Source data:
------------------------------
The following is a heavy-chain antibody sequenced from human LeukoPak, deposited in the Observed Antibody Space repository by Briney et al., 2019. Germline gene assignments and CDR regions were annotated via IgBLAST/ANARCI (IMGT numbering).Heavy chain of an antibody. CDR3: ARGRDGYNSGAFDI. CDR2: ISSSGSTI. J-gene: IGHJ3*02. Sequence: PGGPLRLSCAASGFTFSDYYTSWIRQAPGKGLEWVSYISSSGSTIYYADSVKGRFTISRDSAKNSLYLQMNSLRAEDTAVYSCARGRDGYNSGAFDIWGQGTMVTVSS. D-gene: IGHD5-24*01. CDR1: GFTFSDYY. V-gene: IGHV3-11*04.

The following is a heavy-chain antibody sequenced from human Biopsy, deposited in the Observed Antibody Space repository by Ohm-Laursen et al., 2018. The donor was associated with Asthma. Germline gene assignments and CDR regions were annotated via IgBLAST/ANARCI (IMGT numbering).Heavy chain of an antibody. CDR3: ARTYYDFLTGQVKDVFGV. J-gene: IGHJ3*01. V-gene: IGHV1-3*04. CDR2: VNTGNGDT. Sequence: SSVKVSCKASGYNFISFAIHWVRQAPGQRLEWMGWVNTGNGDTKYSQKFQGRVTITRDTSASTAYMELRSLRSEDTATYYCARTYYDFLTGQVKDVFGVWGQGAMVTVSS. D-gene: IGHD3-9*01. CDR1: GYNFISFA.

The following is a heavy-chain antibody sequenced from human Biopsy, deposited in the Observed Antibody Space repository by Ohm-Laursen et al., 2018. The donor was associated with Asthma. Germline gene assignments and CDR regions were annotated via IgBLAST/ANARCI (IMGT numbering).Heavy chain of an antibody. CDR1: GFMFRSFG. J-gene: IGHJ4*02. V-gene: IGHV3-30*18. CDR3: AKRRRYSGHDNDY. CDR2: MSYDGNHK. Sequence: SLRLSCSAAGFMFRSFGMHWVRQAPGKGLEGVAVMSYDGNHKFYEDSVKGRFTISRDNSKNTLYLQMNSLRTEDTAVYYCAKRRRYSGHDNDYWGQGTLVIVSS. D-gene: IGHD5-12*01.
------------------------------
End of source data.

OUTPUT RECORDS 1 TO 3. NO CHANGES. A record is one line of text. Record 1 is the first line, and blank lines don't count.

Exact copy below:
The following is a heavy-chain antibody sequenced from human LeukoPak, deposited in the Observed Antibody Space repository by Briney et al., 2019. Germline gene assignments and CDR regions were annotated via IgBLAST/ANARCI (IMGT numbering).Heavy chain of an antibody. CDR3: ARGRDGYNSGAFDI. CDR2: ISSSGSTI. J-gene: IGHJ3*02. Sequence: PGGPLRLSCAASGFTFSDYYTSWIRQAPGKGLEWVSYISSSGSTIYYADSVKGRFTISRDSAKNSLYLQMNSLRAEDTAVYSCARGRDGYNSGAFDIWGQGTMVTVSS. D-gene: IGHD5-24*01. CDR1: GFTFSDYY. V-gene: IGHV3-11*04.

The following is a heavy-chain antibody sequenced from human Biopsy, deposited in the Observed Antibody Space repository by Ohm-Laursen et al., 2018. The donor was associated with Asthma. Germline gene assignments and CDR regions were annotated via IgBLAST/ANARCI (IMGT numbering).Heavy chain of an antibody. CDR3: ARTYYDFLTGQVKDVFGV. J-gene: IGHJ3*01. V-gene: IGHV1-3*04. CDR2: VNTGNGDT. Sequence: SSVKVSCKASGYNFISFAIHWVRQAPGQRLEWMGWVNTGNGDTKYSQKFQGRVTITRDTSASTAYMELRSLRSEDTATYYCARTYYDFLTGQVKDVFGVWGQGAMVTVSS. D-gene: IGHD3-9*01. CDR1: GYNFISFA.

The following is a heavy-chain antibody sequenced from human Biopsy, deposited in the Observed Antibody Space repository by Ohm-Laursen et al., 2018. The donor was associated with Asthma. Germline gene assignments and CDR regions were annotated via IgBLAST/ANARCI (IMGT numbering).Heavy chain of an antibody. CDR1: GFMFRSFG. J-gene: IGHJ4*02. V-gene: IGHV3-30*18. CDR3: AKRRRYSGHDNDY. CDR2: MSYDGNHK. Sequence: SLRLSCSAAGFMFRSFGMHWVRQAPGKGLEGVAVMSYDGNHKFYEDSVKGRFTISRDNSKNTLYLQMNSLRTEDTAVYYCAKRRRYSGHDNDYWGQGTLVIVSS. D-gene: IGHD5-12*01.